Beyond repair: Councillors take step toward renewal program that's solely for sidewalks

·3 min read
Neighbourhood renewal is an ongoing program in Edmonton where sidewalks and roads are rebuilt.  (Natasha Riebe/CBC - image credit)
Neighbourhood renewal is an ongoing program in Edmonton where sidewalks and roads are rebuilt. (Natasha Riebe/CBC - image credit)

Edmonton sidewalks could get their own renewal program, one that would be separate from the current neighbourhood renewal program, city councillors agreed Monday at a community and public services committee meeting.

The move comes on the heels of a report that outlined

The committee directed administration to draw up some options for a sidewalk renewal plan after receiving a report that outlined long timelines for fixing sidewalk cracks and other trip hazards. The committee expects to hear those ideas at the end of April.

Coun. Andrew Knack said he has filed complaints to 311 about a sidewalk in Terra Losa near two seniors' residences. After a year, nothing has been done.

It's especially hazardous to someone who uses a cane, walker or wheelchair, Knack noted.

"They don't feel safe walking to the grocery store, which is truly across the street," Knack said in an interview Monday. "That's embarrassing that folks can't go pretty much across the street to access some of the most basic necessities that they have in their lives."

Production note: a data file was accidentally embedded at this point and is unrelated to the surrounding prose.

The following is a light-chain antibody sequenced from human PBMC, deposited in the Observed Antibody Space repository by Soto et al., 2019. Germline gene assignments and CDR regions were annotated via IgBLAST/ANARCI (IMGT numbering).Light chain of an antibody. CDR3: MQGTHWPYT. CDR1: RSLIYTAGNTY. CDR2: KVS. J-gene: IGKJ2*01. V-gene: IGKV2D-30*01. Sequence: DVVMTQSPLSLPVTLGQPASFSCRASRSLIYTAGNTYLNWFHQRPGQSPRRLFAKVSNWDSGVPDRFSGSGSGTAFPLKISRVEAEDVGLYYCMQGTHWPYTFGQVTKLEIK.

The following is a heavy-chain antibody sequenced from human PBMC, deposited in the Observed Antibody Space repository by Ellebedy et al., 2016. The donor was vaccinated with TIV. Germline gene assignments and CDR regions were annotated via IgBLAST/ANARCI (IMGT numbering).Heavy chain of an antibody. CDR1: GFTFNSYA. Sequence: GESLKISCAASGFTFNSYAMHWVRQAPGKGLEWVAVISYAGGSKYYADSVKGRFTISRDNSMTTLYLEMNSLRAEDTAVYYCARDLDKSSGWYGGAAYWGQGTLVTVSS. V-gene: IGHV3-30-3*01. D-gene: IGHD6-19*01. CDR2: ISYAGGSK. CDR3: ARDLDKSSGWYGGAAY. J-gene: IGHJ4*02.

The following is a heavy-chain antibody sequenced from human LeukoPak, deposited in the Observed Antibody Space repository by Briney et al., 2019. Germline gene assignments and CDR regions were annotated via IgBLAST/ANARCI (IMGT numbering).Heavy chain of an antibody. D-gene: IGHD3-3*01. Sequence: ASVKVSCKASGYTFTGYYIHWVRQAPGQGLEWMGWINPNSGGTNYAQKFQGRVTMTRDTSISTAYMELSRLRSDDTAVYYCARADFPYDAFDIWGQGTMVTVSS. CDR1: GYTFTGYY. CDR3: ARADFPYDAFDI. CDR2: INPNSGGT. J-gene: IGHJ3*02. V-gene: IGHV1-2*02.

Knack said some deteriorating sidewalks could be in areas where neighbourhood renewal work is still 20 years off.

"I don't want to see a situation in which we're trying to Band-Aid sidewalk repairs for 20 years while we wait for full reconstruction," Knack said.

Coun. Michael Janz raised the idea of a sidewalk-specific renewal plan in a motion that also calls for the city to prioritize annual inspections for sidewalks in high-need areas such as near seniors residences.

Janz said the inspections would make the city more proactive.

"They're literally hand-writing and mailing my office, sidewalk complaints," Janz said in the meeting. "It's unduly burdening them with the inspection and enforcement and reporting function that we as the city should take on."

The report also shows the budget for sidewalk repair has been nearly the same for 10 years, at about $4 million a year.

Raising the standards will come down to money, Coun. Aaron Paquette noted.

In the fall, council goes into a new budget cycle for 2023-2026 where adjustments can be made.

"This is something we've been talking about for years — years upon years," said Paquette, who hears complaints about bumpy and unsightly asphalt patches on sidewalks in his ward.

"It's been a frustration for a long time and this four-year budget is the opportunity to change that conversation."

Gord Cebryk, deputy manager of city operations, agreed that sidewalk repairs will have a budget impact.

"The amount that we do and the speed that we do the work is probably the biggest factor in terms of what resources are required," Cebryk told the committee.

Knack agreed it will require budget adjustments in the next cycle.

"If we're not willing to change the level of investments, then it's just a bunch of words that I'm saying," Knack said. "And so like with snow removal, like with a number of these other things, are we going to, as a council, put in the funding that is necessary?"

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